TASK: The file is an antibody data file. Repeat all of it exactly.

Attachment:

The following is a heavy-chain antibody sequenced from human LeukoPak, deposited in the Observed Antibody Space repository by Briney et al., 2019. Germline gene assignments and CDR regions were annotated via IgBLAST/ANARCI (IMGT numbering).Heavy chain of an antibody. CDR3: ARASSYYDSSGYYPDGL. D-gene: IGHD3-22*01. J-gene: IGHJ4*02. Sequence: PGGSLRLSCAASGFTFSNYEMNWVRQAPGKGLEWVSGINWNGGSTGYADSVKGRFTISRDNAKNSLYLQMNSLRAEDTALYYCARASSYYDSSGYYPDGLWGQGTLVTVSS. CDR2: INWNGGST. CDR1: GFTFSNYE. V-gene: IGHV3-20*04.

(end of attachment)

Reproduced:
The following is a heavy-chain antibody sequenced from human LeukoPak, deposited in the Observed Antibody Space repository by Briney et al., 2019. Germline gene assignments and CDR regions were annotated via IgBLAST/ANARCI (IMGT numbering).Heavy chain of an antibody. CDR3: ARASSYYDSSGYYPDGL. D-gene: IGHD3-22*01. J-gene: IGHJ4*02. Sequence: PGGSLRLSCAASGFTFSNYEMNWVRQAPGKGLEWVSGINWNGGSTGYADSVKGRFTISRDNAKNSLYLQMNSLRAEDTALYYCARASSYYDSSGYYPDGLWGQGTLVTVSS. CDR2: INWNGGST. CDR1: GFTFSNYE. V-gene: IGHV3-20*04.